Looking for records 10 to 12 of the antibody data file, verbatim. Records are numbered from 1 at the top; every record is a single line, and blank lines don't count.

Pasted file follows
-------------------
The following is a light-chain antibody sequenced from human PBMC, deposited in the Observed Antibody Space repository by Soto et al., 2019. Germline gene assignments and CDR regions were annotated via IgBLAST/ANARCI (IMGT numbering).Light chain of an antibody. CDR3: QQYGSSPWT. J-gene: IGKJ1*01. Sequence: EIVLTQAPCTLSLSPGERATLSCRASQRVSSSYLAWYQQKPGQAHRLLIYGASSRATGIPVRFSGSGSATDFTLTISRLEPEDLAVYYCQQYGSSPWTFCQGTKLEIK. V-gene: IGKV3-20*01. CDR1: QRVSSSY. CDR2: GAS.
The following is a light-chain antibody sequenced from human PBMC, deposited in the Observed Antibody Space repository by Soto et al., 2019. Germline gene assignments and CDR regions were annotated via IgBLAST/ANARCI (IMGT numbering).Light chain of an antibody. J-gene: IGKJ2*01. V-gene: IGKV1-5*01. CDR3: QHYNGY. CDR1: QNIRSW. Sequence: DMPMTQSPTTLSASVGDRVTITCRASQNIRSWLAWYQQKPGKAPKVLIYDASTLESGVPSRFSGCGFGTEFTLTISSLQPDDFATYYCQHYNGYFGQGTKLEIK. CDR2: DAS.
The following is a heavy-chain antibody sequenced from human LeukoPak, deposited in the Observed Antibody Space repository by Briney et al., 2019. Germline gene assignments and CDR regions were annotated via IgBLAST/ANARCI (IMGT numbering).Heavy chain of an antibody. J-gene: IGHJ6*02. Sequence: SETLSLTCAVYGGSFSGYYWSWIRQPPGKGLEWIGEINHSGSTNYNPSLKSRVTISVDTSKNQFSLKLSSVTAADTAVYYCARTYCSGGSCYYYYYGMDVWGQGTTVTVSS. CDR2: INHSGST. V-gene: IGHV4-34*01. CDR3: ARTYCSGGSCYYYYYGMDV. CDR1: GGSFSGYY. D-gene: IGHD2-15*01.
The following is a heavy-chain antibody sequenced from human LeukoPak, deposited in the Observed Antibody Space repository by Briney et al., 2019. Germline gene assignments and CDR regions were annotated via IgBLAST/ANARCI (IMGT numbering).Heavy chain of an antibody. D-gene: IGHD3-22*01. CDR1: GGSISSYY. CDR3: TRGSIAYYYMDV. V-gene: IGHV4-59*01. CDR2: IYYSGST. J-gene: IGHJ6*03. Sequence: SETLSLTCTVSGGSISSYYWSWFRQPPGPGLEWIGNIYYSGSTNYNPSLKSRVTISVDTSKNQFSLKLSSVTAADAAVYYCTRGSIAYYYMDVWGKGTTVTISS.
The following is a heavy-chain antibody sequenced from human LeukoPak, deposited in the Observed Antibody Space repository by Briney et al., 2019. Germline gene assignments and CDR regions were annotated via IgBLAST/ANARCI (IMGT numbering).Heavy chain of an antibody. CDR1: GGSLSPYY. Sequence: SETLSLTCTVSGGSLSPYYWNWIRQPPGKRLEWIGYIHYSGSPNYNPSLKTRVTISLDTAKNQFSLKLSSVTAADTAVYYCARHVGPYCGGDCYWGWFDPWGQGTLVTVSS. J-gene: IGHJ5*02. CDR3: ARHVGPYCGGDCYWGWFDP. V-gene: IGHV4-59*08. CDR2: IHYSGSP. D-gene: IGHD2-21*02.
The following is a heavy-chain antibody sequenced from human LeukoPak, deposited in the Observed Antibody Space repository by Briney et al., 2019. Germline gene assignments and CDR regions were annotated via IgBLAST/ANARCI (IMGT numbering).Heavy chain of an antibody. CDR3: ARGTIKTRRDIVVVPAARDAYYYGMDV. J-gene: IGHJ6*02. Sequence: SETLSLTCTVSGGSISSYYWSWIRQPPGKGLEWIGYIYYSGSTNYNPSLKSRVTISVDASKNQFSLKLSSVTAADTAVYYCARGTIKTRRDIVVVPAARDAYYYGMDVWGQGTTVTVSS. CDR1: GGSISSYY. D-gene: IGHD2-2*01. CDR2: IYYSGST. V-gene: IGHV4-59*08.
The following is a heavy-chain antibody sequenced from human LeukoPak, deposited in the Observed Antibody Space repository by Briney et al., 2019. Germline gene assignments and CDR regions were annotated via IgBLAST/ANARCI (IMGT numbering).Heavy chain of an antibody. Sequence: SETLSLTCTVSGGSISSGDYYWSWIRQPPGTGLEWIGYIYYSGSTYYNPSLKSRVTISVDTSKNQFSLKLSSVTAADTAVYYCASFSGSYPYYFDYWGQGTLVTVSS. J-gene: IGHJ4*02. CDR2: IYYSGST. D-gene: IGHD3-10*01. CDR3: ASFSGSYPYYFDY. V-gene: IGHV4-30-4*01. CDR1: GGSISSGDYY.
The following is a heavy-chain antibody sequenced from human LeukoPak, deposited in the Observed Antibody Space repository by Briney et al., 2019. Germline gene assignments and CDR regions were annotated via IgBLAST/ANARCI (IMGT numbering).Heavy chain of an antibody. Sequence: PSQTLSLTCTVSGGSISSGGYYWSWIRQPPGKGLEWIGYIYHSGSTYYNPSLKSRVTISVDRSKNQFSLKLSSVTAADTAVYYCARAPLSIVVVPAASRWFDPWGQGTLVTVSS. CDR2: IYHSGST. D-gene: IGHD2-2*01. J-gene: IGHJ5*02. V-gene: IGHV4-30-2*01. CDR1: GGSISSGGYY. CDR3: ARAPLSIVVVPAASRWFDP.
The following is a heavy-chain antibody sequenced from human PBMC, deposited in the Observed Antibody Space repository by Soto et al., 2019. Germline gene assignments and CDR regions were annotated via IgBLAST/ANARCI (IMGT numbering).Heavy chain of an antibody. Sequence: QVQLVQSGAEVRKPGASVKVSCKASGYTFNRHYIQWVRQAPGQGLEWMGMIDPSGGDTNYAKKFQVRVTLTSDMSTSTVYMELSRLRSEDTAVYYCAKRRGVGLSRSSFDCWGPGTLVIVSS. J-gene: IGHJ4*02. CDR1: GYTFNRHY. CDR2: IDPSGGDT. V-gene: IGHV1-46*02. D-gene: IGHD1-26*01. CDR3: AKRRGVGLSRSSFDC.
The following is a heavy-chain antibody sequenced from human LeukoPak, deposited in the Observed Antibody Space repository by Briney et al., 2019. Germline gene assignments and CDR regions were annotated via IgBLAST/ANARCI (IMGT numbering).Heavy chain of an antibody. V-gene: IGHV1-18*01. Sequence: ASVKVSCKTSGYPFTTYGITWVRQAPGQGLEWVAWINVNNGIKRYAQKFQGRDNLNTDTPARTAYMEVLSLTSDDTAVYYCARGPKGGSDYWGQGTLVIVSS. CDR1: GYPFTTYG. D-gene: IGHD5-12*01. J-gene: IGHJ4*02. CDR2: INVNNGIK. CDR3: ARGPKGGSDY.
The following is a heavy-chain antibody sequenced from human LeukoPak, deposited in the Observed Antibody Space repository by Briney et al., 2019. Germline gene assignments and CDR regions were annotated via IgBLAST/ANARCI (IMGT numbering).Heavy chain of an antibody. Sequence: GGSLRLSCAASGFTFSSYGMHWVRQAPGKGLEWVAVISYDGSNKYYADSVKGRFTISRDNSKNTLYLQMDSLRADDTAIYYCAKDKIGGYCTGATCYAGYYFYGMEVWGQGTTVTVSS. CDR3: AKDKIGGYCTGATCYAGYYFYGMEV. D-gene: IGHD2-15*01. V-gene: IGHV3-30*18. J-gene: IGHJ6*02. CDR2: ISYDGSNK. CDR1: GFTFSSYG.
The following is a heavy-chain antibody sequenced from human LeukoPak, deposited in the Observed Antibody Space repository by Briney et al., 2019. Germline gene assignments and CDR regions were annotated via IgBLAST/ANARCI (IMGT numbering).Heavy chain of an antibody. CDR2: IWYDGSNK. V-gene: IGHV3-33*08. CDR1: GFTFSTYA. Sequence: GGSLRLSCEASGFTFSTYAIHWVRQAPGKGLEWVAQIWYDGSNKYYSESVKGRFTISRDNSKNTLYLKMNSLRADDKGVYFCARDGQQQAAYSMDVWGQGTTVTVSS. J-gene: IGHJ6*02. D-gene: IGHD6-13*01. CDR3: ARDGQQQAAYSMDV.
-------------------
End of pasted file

The following is a heavy-chain antibody sequenced from human LeukoPak, deposited in the Observed Antibody Space repository by Briney et al., 2019. Germline gene assignments and CDR regions were annotated via IgBLAST/ANARCI (IMGT numbering).Heavy chain of an antibody. V-gene: IGHV1-18*01. Sequence: ASVKVSCKTSGYPFTTYGITWVRQAPGQGLEWVAWINVNNGIKRYAQKFQGRDNLNTDTPARTAYMEVLSLTSDDTAVYYCARGPKGGSDYWGQGTLVIVSS. CDR1: GYPFTTYG. D-gene: IGHD5-12*01. J-gene: IGHJ4*02. CDR2: INVNNGIK. CDR3: ARGPKGGSDY.
The following is a heavy-chain antibody sequenced from human LeukoPak, deposited in the Observed Antibody Space repository by Briney et al., 2019. Germline gene assignments and CDR regions were annotated via IgBLAST/ANARCI (IMGT numbering).Heavy chain of an antibody. Sequence: GGSLRLSCAASGFTFSSYGMHWVRQAPGKGLEWVAVISYDGSNKYYADSVKGRFTISRDNSKNTLYLQMDSLRADDTAIYYCAKDKIGGYCTGATCYAGYYFYGMEVWGQGTTVTVSS. CDR3: AKDKIGGYCTGATCYAGYYFYGMEV. D-gene: IGHD2-15*01. V-gene: IGHV3-30*18. J-gene: IGHJ6*02. CDR2: ISYDGSNK. CDR1: GFTFSSYG.
The following is a heavy-chain antibody sequenced from human LeukoPak, deposited in the Observed Antibody Space repository by Briney et al., 2019. Germline gene assignments and CDR regions were annotated via IgBLAST/ANARCI (IMGT numbering).Heavy chain of an antibody. CDR2: IWYDGSNK. V-gene: IGHV3-33*08. CDR1: GFTFSTYA. Sequence: GGSLRLSCEASGFTFSTYAIHWVRQAPGKGLEWVAQIWYDGSNKYYSESVKGRFTISRDNSKNTLYLKMNSLRADDKGVYFCARDGQQQAAYSMDVWGQGTTVTVSS. J-gene: IGHJ6*02. D-gene: IGHD6-13*01. CDR3: ARDGQQQAAYSMDV.